At the present time, there is a trend toward the use of ultra-thin DSAEK tissue, which has a thickness of 50 to 75 µm, rather than the traditional 100 to 200 µm. Ultra-thin DSAEK donors probably do provide a faster recovery and allow the surgeon to use newer, small incision insertion devices, since thinner tissue is less likely to become damaged from compression. However, in terms of complications, ultra-thin grafts may have a higher risk of postoperative striae that could impair vision and are more difficult to handle during and after insertion (especially for the inexperienced DSAEK surgeon). It should be noted that microstriae after DSAEK often improve with time, although macrostriae usually will require disc replacement.

For patients who have undergone penetrating keratoplasty and require endothelial transplantation, I recommend the use of a DSAEK button that’s the same diameter as the previous PK. Thinner DSAEK grafts ranging from 80 to 100 µm may also provide a better chance of adherence and conformation to the irregular posterior corneal bed sometimes seen after PK.

 • Insertion considerations. Although many different types of insertion techniques for EK have been used here at the University of Iowa, the majority of our cases are still performed using a bifold forceps delivery technique with Charlie II insertion forceps (Bausch + Lomb/Storz Ophthalmics). Bifold forceps insertion using a 40/60 folding technique as described by Mark Terry, MD,2 is straightforward and is a technique that the average ophthalmology resident can master. On occasion, Busin glide (Moria) or cartridge injector (Monarch A, Alcon Surgical) suture pull-through techniques are used, however these instances are less frequent.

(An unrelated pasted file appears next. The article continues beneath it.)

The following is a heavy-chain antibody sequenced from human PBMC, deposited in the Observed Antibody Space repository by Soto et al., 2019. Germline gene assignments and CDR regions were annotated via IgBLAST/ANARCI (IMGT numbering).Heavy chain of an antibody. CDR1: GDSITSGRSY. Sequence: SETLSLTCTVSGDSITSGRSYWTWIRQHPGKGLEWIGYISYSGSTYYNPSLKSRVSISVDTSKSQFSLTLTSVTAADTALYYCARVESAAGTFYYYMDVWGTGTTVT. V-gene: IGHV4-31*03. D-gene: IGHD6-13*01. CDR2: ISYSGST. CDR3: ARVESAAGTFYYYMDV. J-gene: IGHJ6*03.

In order to prevent complications with any insertion technique, the key to is to protect the endothelium, which we do by coating the endothelium with a cohesive ophthalmic viscosurgical device. Sodium hyaluronate (Healon, Abbott Medical Optics) is preferred at our institution. During bifold forceps insertion, the incision size is important, because trauma to the endothelium may occur if the incision is too small. Because of this concern, a 5-mm incision is recommended in DSAEK. The same incision size is used with the Busin glide to prevent compression of the tissue and secondary loss of endothelium. With cartridge injector suture pull-through techniques, a 3.5- to 4-mm clear corneal incision may be used, and endothelial cell loss is similar to that seen with bifold forceps insertion in DSAEK.